Distributed ObjectsA Welcome Abstraction

Today most developers accept object-oriented design and programming as the tenets of modern software development. Whenever humans have to deal with anything as complex as creating large software systems, using effective abstractions is critical. Objects are the fundamental abstractions used today. Therefore, if developers acknowledge the benefits of objects, it makes sense to apply them to distributed scenarios.

Distributed object technologies allow objects running on a certain machine to be accessed from applications or objects running on other machines. Just as RPC makes remote procedures seem like local ones, distributed object technologies make remote objects appear local. DCOM, CORBA,

Java RMI, and .NET Remoting are examples of distributed object technologies. Although these technologies are implemented quite differently and are based on different business philosophies, they are remarkably similar in many ways:

• They're based on objects that have identity and that either have or can have state. Developers can use remote objects with virtually the same semantics as local objects. This simplifies distributed programming by providing a single, unified programming model. Where possible, developers can factor out language artifacts specific to distributed programming and place them in a configuration layer.

• They're associated with a component model. The term component can be defined in a number of ways, but for this discussion we'll say that a component is a separate, binary-deployable unit of functionality. Components represent the evolution of object-oriented practice from white-box reuse to black-box reuse. Because of their strict public contracts, components usually have fewer dependencies and can be assembled and relocated as functional units. Using components increases deployment flexibility as well as the factoring-out of common services.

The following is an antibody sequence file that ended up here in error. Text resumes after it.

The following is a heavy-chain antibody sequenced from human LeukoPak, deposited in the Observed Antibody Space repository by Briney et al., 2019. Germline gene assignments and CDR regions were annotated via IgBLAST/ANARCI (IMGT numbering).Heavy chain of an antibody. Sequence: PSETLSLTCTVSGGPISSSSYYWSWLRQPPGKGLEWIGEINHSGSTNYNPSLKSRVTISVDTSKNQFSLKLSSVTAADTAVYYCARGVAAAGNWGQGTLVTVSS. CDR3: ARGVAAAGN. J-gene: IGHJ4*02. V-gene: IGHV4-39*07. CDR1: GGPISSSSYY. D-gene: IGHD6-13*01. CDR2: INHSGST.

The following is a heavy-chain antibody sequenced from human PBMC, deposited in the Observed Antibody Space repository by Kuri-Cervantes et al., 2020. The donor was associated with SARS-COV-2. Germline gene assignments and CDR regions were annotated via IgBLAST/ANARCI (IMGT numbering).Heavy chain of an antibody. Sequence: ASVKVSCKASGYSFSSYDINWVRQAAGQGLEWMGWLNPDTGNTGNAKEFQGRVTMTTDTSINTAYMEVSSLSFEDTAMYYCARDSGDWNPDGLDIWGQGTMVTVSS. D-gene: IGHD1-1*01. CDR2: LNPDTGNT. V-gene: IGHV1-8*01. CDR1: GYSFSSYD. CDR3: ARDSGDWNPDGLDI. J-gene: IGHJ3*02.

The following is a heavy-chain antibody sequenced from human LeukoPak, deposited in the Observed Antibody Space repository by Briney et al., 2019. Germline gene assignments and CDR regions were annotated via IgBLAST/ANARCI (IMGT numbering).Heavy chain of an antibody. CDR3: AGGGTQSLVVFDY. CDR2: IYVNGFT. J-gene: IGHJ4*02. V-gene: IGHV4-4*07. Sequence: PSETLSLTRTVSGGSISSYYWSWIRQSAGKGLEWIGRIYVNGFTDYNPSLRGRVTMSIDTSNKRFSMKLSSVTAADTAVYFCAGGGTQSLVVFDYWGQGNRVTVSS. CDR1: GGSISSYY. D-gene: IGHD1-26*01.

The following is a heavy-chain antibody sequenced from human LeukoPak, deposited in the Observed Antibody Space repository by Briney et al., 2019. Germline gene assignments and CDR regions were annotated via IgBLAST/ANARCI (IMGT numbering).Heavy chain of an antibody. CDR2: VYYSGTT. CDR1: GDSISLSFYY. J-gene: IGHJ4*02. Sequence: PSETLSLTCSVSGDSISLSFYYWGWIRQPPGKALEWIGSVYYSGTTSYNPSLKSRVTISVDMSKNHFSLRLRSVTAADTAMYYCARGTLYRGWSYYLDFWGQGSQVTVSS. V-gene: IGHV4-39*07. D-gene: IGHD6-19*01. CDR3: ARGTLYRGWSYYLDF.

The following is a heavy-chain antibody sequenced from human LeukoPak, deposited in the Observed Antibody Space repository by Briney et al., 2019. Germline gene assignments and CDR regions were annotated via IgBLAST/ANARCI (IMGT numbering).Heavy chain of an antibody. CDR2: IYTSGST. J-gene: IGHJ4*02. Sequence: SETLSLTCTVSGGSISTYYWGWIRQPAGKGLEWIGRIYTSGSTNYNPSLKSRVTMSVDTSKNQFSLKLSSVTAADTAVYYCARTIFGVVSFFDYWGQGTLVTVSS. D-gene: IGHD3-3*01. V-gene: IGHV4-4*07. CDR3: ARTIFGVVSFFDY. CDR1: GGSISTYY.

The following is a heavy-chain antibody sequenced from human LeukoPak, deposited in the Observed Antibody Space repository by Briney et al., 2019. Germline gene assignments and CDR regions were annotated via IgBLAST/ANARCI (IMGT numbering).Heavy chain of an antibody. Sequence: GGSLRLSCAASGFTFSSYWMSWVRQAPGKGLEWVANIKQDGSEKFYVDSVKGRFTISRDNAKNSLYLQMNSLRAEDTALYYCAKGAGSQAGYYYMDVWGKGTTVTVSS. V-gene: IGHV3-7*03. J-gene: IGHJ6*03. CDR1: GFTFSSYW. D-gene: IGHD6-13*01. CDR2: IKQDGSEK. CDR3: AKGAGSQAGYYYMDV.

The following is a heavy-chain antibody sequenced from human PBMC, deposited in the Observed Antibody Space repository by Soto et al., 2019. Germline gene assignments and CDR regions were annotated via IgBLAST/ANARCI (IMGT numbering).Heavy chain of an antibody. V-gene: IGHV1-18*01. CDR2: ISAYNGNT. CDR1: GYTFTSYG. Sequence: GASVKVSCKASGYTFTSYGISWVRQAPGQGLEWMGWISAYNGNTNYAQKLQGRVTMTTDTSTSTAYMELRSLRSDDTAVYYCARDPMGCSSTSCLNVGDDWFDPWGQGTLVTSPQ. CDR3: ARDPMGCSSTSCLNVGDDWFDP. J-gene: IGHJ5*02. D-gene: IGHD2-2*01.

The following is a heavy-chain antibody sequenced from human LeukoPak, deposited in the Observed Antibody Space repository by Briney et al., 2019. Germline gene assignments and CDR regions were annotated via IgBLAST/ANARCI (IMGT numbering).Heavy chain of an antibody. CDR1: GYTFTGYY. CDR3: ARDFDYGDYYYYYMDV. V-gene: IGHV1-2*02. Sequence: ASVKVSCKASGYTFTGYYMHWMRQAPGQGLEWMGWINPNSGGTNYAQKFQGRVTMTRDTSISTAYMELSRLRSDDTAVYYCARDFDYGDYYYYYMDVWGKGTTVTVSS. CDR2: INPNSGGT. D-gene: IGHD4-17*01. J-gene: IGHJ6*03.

• They're associated with enterprise services. Enterprise services typically provide support for such tasks as transactions, object pooling, concurrency management, and object location. These services address common requirements for high-volume systems and are difficult to implement. When the client load on a distributed system reaches a certain point, these services become critical to scalability and data integrity. Because these services are difficult to implement and commonly needed, they're generally factored out of the developer's programming domain and supplied by the distributed object technology, an application server, or the operating system.

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